The political dangers to sterling

“Tory win best for economy say top bankers” screamed the Telegraph’s Friday splash headline (online, the story was downplayed and detailed, wierdly). The “top bankers” in question were Deutsche Bank’s London strategy team – great strategists, but perhaps surprised to find themselves labelled thus. Quibbles aside, a detailed strategy report from DB suggests a Tory government with plans for faster cuts to the deficit would be likely to be better for sterling, might help prevent a downgrade of the country by ratings agencies and could result in lower interest rates. Here’s what Jim Reid says in the report:

The best result for UK equities is likely to be an outright victory for the Conservative party. Although an outright Labour victory would help create certainty, the lack of urgency in their deficit reduction plans may be negative for Gilt yields and may alert the rating agencies. If Gilt yields aren’t negatively impacted by a Labour victory then their ‘spending for longer’ policy may actually be better for markets than a Conservative administration committed to fiscal cutbacks.

But the actual deficit policies from the Tories, the report accepts, don’t look much different to Labour over the term of the next parliament – the Tories have just said they would bring the cuts in sooner.

In practice, both sides are likely to cut deeper than they have so far admitted, even without a sterling crisis. But it is worth looking again at what the Tories are promising. A document put out to the press last week, but not released more widely, suggests the Tory plan for “faster” cuts amounts to nothing more than a one-off cut equivalent to 0.5 per cent of GDP – in effect bringing down the national debt by £6bn, or 0.7 per cent (one-off, because from 2011 onwards the savings would be used to reduce the planned rise in National Insurance). Aside from the (valid) questions over the Tory plans to fund the cut by efficiency savings, this just isn’t enough in the context of an annual structural budget deficit of 8.4 per cent. Here’s what the Conservative briefing document for the press said of the planned cut:

This is just under 0.5% of GDP and less than 1% of total Government spending. It is the result of a twin assessment of what is necessary in order to retain Britain’s credit rating and restore confidence in our economy, and what is achievable in-year without affecting the quality of front line services…

Our judgement is that this is the right amount of additional in-year savings needed to establish credibility and restore confidence in our economy.

Now, would that information change the DB assessment of the impact of different parties winning? My guess is not: as Reid told me, the market reaction is about the perception of party ideology, not about actual policies.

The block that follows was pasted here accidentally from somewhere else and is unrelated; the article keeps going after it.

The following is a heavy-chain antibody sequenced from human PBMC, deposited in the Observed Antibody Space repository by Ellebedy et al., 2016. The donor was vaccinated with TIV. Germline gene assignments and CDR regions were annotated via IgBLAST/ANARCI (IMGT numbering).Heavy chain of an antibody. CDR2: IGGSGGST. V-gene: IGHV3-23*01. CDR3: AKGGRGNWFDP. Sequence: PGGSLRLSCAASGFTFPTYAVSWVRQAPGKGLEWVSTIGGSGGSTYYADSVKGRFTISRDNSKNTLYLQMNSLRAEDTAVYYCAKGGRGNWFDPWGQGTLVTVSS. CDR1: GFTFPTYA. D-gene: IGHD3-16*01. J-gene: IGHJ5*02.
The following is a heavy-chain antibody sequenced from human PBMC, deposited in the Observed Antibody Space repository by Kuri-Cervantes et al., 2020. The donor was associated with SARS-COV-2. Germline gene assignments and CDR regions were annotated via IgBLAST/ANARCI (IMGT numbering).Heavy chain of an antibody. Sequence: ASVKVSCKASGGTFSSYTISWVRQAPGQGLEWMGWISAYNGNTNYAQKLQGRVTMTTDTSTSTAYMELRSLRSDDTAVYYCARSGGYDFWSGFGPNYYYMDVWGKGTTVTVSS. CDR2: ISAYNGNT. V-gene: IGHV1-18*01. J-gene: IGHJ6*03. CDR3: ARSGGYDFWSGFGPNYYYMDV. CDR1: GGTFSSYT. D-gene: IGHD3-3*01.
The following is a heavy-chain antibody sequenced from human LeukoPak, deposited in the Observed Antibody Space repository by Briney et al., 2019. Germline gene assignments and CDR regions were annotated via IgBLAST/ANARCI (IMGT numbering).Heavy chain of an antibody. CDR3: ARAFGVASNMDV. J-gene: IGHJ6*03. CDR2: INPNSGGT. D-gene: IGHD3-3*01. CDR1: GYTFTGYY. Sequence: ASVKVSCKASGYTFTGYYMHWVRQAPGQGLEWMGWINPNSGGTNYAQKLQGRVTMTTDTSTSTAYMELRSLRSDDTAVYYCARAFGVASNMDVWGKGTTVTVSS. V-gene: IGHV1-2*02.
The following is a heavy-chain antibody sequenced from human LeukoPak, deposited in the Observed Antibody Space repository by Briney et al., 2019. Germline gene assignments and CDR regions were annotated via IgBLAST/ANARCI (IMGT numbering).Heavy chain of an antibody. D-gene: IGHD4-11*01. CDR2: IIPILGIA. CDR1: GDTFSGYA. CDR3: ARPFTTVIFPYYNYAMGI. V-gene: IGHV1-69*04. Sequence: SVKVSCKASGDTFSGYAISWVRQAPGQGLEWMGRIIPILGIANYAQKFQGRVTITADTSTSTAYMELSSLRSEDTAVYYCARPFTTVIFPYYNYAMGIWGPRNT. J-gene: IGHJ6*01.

“The belief is that Labour stands for spending for longer,” he said. “And of course perception is reality in financial markets.”

As an aside, Morgan Stanley on Friday agreed with DB on the effects a Tory or Labour victory would have, in a note from the bank’s strategy team:

Investors are likely to react most positively to an outright Conservative victory, with sterling and gilts likely to rally on the expectation of more aggressive fiscal tightening and less regulation.

In our opinion, investors likely have lower confidence in the current government’s willingness to tackle the budget deficit than they do for the Conservatives. Rightly or wrongly, this would likely prompt an initial sell-off in sterling and relative underperformance of gilts if Labour were to remain in power.

Morgan Stanley’s strategists, led by Melanie Baker, take a different line to DB on a hung parliament, though: they believe it could result in more cross-party agreement on deficit reduction (DB is very worried about a possible second election disrupting plans for cuts).

Either way, the message from the City is clear: vote Tory if you want to see your investments prosper. It is a shame that perceptions are so much more important than policies, but it has ever been thus. Mind you, if policies mattered, the recommendation would probably be to vote against all of them.

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Christopher Cook is an FT editorial writer. Before joining the FT in 2008 as a Peter Martin Fellow, he worked for three years for the Conservative party.

Lorien Kite is deputy comment editor, a post he took up in 2009 after four years as a commissioning editor on the analysis page. He joined the FT in 2000.

Ian Holdsworth became assistant features editor in 2009 and was previously chief production journalist for the features pages.


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